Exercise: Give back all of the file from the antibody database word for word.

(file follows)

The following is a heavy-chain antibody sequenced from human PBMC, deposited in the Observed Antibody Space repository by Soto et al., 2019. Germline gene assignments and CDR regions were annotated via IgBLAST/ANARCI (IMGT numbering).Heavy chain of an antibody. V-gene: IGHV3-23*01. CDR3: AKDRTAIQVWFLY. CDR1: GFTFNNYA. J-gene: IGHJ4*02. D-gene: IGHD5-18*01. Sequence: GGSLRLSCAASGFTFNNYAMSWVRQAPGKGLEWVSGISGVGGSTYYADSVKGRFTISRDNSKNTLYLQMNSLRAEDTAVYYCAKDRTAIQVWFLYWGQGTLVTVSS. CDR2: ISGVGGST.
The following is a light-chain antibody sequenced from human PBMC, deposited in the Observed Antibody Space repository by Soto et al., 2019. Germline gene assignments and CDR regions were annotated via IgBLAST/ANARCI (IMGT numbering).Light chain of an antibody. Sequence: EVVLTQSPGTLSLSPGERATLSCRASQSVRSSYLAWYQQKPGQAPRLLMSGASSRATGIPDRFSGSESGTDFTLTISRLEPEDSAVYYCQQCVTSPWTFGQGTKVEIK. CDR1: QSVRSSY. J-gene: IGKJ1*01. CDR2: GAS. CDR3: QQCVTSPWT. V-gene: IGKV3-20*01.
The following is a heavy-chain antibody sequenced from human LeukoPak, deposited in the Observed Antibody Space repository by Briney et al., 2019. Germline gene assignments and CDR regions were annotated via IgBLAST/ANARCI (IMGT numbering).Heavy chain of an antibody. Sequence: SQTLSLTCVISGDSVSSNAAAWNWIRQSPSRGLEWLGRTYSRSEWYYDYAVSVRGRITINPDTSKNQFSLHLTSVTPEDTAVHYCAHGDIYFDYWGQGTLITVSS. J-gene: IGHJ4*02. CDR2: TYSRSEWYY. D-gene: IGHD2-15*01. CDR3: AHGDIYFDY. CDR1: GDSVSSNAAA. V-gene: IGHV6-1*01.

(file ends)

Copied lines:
The following is a heavy-chain antibody sequenced from human PBMC, deposited in the Observed Antibody Space repository by Soto et al., 2019. Germline gene assignments and CDR regions were annotated via IgBLAST/ANARCI (IMGT numbering).Heavy chain of an antibody. V-gene: IGHV3-23*01. CDR3: AKDRTAIQVWFLY. CDR1: GFTFNNYA. J-gene: IGHJ4*02. D-gene: IGHD5-18*01. Sequence: GGSLRLSCAASGFTFNNYAMSWVRQAPGKGLEWVSGISGVGGSTYYADSVKGRFTISRDNSKNTLYLQMNSLRAEDTAVYYCAKDRTAIQVWFLYWGQGTLVTVSS. CDR2: ISGVGGST.
The following is a light-chain antibody sequenced from human PBMC, deposited in the Observed Antibody Space repository by Soto et al., 2019. Germline gene assignments and CDR regions were annotated via IgBLAST/ANARCI (IMGT numbering).Light chain of an antibody. Sequence: EVVLTQSPGTLSLSPGERATLSCRASQSVRSSYLAWYQQKPGQAPRLLMSGASSRATGIPDRFSGSESGTDFTLTISRLEPEDSAVYYCQQCVTSPWTFGQGTKVEIK. CDR1: QSVRSSY. J-gene: IGKJ1*01. CDR2: GAS. CDR3: QQCVTSPWT. V-gene: IGKV3-20*01.
The following is a heavy-chain antibody sequenced from human LeukoPak, deposited in the Observed Antibody Space repository by Briney et al., 2019. Germline gene assignments and CDR regions were annotated via IgBLAST/ANARCI (IMGT numbering).Heavy chain of an antibody. Sequence: SQTLSLTCVISGDSVSSNAAAWNWIRQSPSRGLEWLGRTYSRSEWYYDYAVSVRGRITINPDTSKNQFSLHLTSVTPEDTAVHYCAHGDIYFDYWGQGTLITVSS. J-gene: IGHJ4*02. CDR2: TYSRSEWYY. D-gene: IGHD2-15*01. CDR3: AHGDIYFDY. CDR1: GDSVSSNAAA. V-gene: IGHV6-1*01.